• Timeframe: When do you plan to have this goal completed? Keep in mind that it doesn’t have to be this year, but you’ll want to work steadily on it.

Step Eight: Make a plan and create habits.

Goals are great to have, but they will go the way of most New Year’s resolutions unless you have a plan.

Make a list of everything you know you need to do to reach your goal. Keep a list of skills and resources to acquire, as well as research about the steps you’re not sure about. Break big tasks into smaller tasks until they feel manageable.

Look at your lessons learned, both positive and negative. What do you need to add to the plan to be successful?

Take your completion date from above and work backward setting interim deadlines for the tasks. You can adjust your plan as you learn more, but you can’t tweak a plan that doesn’t exist. Create a rough draft of what you will do and when you will do it.

Schedule these tasks rather than leaving them to chance. When you finish one task, make sure you know what your next step is.

Convert the tasks to regular habits that work for you. You might have a daily word or page count for drafting or revision, or it might be that you work for thirty minutes every morning upon waking. Different phases of the project might call for different habits. So again, adjust as necessary.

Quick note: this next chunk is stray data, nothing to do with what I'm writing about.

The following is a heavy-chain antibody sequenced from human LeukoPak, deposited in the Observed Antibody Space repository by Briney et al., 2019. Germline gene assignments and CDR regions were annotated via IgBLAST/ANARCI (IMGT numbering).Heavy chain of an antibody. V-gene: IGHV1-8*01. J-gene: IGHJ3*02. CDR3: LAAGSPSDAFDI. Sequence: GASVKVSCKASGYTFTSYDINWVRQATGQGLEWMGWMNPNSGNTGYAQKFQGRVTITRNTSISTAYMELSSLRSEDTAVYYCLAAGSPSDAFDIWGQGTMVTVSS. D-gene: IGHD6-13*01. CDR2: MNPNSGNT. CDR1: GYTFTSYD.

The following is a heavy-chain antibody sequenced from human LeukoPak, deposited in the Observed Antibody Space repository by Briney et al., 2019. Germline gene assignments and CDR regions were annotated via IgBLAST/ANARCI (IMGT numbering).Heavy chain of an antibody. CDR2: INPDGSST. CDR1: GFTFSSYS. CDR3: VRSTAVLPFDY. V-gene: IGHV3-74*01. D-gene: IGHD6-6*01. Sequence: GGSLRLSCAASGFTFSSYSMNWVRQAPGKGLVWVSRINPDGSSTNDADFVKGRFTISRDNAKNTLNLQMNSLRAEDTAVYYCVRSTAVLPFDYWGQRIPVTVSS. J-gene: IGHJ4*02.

Step Nine: Set yourself up for success.

If the goal you’ve chosen is something you truly want, then do everything you can to make it happen. Make it easy to do your habits and make progress. Here are some suggestions to make the most of your efforts.

  • Record your goal statement and keep it visible. Visual cues will not only remind you to do your habit, but also allow your subconscious to work on it at other times. Use images that remind you of your goal, display it prominently in multiple locations, and move them around so they don’t fade into the background.
  • Stick with it. If you get distracted for a day or two, jump back in right away. Don’t let these missteps stack up. Keep working toward the goal unless you find that you really don’t want it (in which case, reassess and figure out what you do want).
  • To say yes to your goal and be successful, you have to say no to other activities. Be realistic about your time because you can’t do it all. Because sacrifice is part of the territory, make sure your goal is something you want to accomplish more than anything else in the realm of possibility this year.
  • Get an accountability partner or group. These are people you can share your progress with, who will ask you about how things are going, and who will remind you of why you are doing it. Choose wisely. Not everyone will encourage you to pursue your goal.
  • For help with habits, check out Gretchen Rubin’s Better Than Before.
  • When you choose to go after something you want, resistance won’t be far behind. Know this is coming, so you won’t be blindsided. Doing your habits without fail is the best antidote for resistance. If you need a kick in the pants, read The War of Art, Do the Work, or Turning Pro by Steven Pressfield.

What’s your writing goal for 2018? What do you need to do to make it happen? What is one small step you can take right away? Leave a comment below, and then go do it now. 

If your goal is to become a better writer, one of the best ways to do that is to master writing scenes. Our 7-Day Scene Intensive next month is specifically designed to help you do just that. If you're interested, in hearing more about this, let us know here.

 

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Cast Your Net with Writership: 25 Exercises to Inspire Your Fiction by Leslie Watts.